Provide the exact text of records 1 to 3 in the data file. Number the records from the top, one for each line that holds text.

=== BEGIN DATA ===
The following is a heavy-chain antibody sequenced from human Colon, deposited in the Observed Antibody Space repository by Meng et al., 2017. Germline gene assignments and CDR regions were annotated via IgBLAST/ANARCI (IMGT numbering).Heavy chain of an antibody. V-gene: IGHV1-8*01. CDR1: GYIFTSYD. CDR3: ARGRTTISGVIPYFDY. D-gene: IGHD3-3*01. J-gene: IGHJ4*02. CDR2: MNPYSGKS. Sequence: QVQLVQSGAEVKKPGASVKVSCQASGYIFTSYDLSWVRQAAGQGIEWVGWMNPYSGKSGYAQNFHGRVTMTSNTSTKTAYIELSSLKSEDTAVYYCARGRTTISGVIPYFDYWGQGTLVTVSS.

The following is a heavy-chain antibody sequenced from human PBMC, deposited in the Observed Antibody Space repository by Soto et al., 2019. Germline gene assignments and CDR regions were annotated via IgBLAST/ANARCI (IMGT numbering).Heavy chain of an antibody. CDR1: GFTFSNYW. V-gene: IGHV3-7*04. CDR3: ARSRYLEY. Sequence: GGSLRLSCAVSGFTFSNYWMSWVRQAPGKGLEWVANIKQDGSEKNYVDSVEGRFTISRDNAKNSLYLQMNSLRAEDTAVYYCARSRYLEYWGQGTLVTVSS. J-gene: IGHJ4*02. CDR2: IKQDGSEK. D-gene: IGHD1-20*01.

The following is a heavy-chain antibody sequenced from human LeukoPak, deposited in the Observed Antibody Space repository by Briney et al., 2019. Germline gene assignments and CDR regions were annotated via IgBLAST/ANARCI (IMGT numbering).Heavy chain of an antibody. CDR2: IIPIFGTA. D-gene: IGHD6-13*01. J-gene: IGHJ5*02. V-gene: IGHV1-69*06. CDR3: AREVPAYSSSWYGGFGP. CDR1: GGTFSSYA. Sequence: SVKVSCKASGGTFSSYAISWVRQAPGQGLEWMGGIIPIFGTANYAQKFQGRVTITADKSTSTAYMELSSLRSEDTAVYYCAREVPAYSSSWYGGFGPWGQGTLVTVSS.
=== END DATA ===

The following is a heavy-chain antibody sequenced from human Colon, deposited in the Observed Antibody Space repository by Meng et al., 2017. Germline gene assignments and CDR regions were annotated via IgBLAST/ANARCI (IMGT numbering).Heavy chain of an antibody. V-gene: IGHV1-8*01. CDR1: GYIFTSYD. CDR3: ARGRTTISGVIPYFDY. D-gene: IGHD3-3*01. J-gene: IGHJ4*02. CDR2: MNPYSGKS. Sequence: QVQLVQSGAEVKKPGASVKVSCQASGYIFTSYDLSWVRQAAGQGIEWVGWMNPYSGKSGYAQNFHGRVTMTSNTSTKTAYIELSSLKSEDTAVYYCARGRTTISGVIPYFDYWGQGTLVTVSS.

The following is a heavy-chain antibody sequenced from human PBMC, deposited in the Observed Antibody Space repository by Soto et al., 2019. Germline gene assignments and CDR regions were annotated via IgBLAST/ANARCI (IMGT numbering).Heavy chain of an antibody. CDR1: GFTFSNYW. V-gene: IGHV3-7*04. CDR3: ARSRYLEY. Sequence: GGSLRLSCAVSGFTFSNYWMSWVRQAPGKGLEWVANIKQDGSEKNYVDSVEGRFTISRDNAKNSLYLQMNSLRAEDTAVYYCARSRYLEYWGQGTLVTVSS. J-gene: IGHJ4*02. CDR2: IKQDGSEK. D-gene: IGHD1-20*01.

The following is a heavy-chain antibody sequenced from human LeukoPak, deposited in the Observed Antibody Space repository by Briney et al., 2019. Germline gene assignments and CDR regions were annotated via IgBLAST/ANARCI (IMGT numbering).Heavy chain of an antibody. CDR2: IIPIFGTA. D-gene: IGHD6-13*01. J-gene: IGHJ5*02. V-gene: IGHV1-69*06. CDR3: AREVPAYSSSWYGGFGP. CDR1: GGTFSSYA. Sequence: SVKVSCKASGGTFSSYAISWVRQAPGQGLEWMGGIIPIFGTANYAQKFQGRVTITADKSTSTAYMELSSLRSEDTAVYYCAREVPAYSSSWYGGFGPWGQGTLVTVSS.